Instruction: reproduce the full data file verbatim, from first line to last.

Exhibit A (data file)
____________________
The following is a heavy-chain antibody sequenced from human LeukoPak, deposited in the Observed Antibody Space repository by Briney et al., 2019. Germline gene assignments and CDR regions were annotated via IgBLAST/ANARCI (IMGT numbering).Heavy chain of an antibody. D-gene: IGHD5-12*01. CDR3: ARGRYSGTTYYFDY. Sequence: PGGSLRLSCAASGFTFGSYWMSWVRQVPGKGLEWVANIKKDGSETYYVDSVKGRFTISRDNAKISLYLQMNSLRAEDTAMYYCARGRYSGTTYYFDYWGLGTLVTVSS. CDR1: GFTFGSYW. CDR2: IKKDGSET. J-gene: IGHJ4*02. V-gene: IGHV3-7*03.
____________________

The following is a heavy-chain antibody sequenced from human LeukoPak, deposited in the Observed Antibody Space repository by Briney et al., 2019. Germline gene assignments and CDR regions were annotated via IgBLAST/ANARCI (IMGT numbering).Heavy chain of an antibody. D-gene: IGHD5-12*01. CDR3: ARGRYSGTTYYFDY. Sequence: PGGSLRLSCAASGFTFGSYWMSWVRQVPGKGLEWVANIKKDGSETYYVDSVKGRFTISRDNAKISLYLQMNSLRAEDTAMYYCARGRYSGTTYYFDYWGLGTLVTVSS. CDR1: GFTFGSYW. CDR2: IKKDGSET. J-gene: IGHJ4*02. V-gene: IGHV3-7*03.